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Commentary: With 'mutual respect,' let's enact criminal justice reform

Friday, February 12, 2016
Chicago Tribune
by Sally Dyck



Seven months into a crippling budget stalemate, Gov.Bruce Raunercalled for lawmakers to employ "mutual respect" in his State of the State address.

Rauner's request is long overdue. Springfield is hardly known for mutual respect or amicable cooperation by either party. And the United States Congress isn't much better. But there is a moment of cooperation now as leaders from across the political spectrum come together to reform the criminal justice system — vital reforms that we need now in Illinois and across the country. To miss this window of opportunity would be a costly mistake.

Police misconduct and excessive force must be vigorously rooted out. Quality representation must be available to all defendants facing criminal charges regardless of their ability to pay. Juries and prosecutors must not be tainted by racial stereotypes, and fairness must take precedence over a desire for vengeance. Moreover, sentences must be proportional, conditions of confinement must be humane, and returning to society after incarceration must allow for second chances.

It's been clear for years that America's reliance on mass incarceration to solve a multitude of social ills has failed us. Yet current sentencing policies have demonstrably added to the nation's burden, condemning young people to years behind bars, shattering families and communities and costing Americans $80 billion a year. In Illinois alone, more than $1.4 billion was budgeted in fiscal year 2015 to run the state's Department of Corrections. One study even found that between 2005 and 2009, $2.4 million in state money went to incarcerating people from a single block in Chicago's Austin neighborhood.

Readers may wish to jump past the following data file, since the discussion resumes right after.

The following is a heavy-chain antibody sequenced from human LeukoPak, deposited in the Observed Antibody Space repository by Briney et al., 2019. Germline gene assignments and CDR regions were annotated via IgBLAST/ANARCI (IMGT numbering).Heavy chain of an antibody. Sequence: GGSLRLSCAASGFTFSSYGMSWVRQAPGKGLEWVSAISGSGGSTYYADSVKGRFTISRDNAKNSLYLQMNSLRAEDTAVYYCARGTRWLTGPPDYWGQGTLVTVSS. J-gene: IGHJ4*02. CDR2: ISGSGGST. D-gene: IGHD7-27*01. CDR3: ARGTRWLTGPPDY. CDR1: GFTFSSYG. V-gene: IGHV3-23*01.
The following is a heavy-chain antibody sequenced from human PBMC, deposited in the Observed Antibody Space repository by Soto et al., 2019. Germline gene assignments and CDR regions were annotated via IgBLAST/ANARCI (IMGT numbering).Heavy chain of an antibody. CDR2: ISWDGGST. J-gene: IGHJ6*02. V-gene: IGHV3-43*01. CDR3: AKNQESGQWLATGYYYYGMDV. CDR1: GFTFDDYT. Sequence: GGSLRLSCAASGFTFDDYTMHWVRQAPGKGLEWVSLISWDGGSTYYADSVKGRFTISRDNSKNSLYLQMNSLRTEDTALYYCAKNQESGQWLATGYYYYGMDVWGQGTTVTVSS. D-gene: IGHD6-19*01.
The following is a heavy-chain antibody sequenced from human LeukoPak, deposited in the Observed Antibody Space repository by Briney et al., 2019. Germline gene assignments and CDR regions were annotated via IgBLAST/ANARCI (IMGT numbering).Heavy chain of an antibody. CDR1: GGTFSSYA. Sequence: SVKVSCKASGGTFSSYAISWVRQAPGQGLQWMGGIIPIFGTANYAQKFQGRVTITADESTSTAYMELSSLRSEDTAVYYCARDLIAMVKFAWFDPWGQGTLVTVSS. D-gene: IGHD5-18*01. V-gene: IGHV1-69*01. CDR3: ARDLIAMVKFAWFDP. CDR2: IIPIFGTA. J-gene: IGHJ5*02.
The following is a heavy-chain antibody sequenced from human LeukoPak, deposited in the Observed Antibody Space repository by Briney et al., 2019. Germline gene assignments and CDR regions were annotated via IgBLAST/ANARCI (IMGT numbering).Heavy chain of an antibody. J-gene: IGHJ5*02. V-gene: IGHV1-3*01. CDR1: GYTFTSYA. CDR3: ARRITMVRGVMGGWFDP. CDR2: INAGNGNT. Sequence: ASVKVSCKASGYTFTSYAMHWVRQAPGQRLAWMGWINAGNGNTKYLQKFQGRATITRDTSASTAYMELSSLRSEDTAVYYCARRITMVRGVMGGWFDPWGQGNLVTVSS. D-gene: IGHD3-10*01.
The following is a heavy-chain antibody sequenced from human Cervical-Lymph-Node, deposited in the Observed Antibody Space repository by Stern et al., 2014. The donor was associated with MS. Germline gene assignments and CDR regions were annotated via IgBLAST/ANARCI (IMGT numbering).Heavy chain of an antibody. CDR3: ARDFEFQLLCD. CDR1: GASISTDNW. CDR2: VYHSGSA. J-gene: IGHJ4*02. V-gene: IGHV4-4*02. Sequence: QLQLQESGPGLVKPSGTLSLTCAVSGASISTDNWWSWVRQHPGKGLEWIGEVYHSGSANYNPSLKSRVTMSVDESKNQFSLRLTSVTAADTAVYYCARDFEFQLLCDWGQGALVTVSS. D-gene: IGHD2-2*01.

As bishops in Chicago, far too many of the communities we serve bear the devastating repercussions of mass incarceration: increased poverty, fundamental insecurity, generations paying the price of one person's mistake and a deep sense of alienation from the very system meant to protect and serve all citizens. Ultimately this comes at a real cost to all Americans, as we are robbed of the potential that millions of people have to contribute to building a stronger country.

Many states have already taken steps to revamp their own sentencing policies. For example in Illinois, Rauner convened the Illinois State Commission on Criminal Justice and Sentencing Reform to chart a path forward to reduce the state's current prison population by 25 percent by the year 2025.

While we welcome and applaud what Illinois and other states are doing, we believe it's also incumbent upon the federal government to lead the nation in ensuring proportional and equitable accountability for all people in the criminal justice system.

We are encouraged by developments such as the coalescing on Capitol Hill around bipartisan solutions to unjust prison sentences like the Sentencing Reform and Corrections Act, which would overhaul excessive sentences for low-level crimes, introduce more judicial decision making and lay the groundwork for programs that prepare prisoners for successful reintegration into their home communities and, equally important, cut down on recidivism. Sen. Dick Durbin, D-Ill., like many of his Republican and Democratic colleagues, has sponsored the bill. We hope Sen. Mark Kirk, R-Ill., will do the same.

Rather than perpetuate the devastation of our criminal justice system, Americans across the board have come to understand that we must work together in "mutual respect" to reform policies that are morally indefensible, and seek genuine justice for all of our neighbors. It is past time for our elected leaders to make criminal justice reform a reality.

The Rev. Sally Dyck is the bishop of the Northern Illinois Conference of the United Methodist Church. The Rev. Wayne N. Miller is bishop of the Metropolitan Chicago Synod of the Evangelical Lutheran Church in America. The Rt.Rev. John Richard Bryant is senior bishop of the African Methodist Episcopal Church. The Rt.Rev. Jeffrey D. Lee is bishop of the Episcopal Diocese of Chicago.

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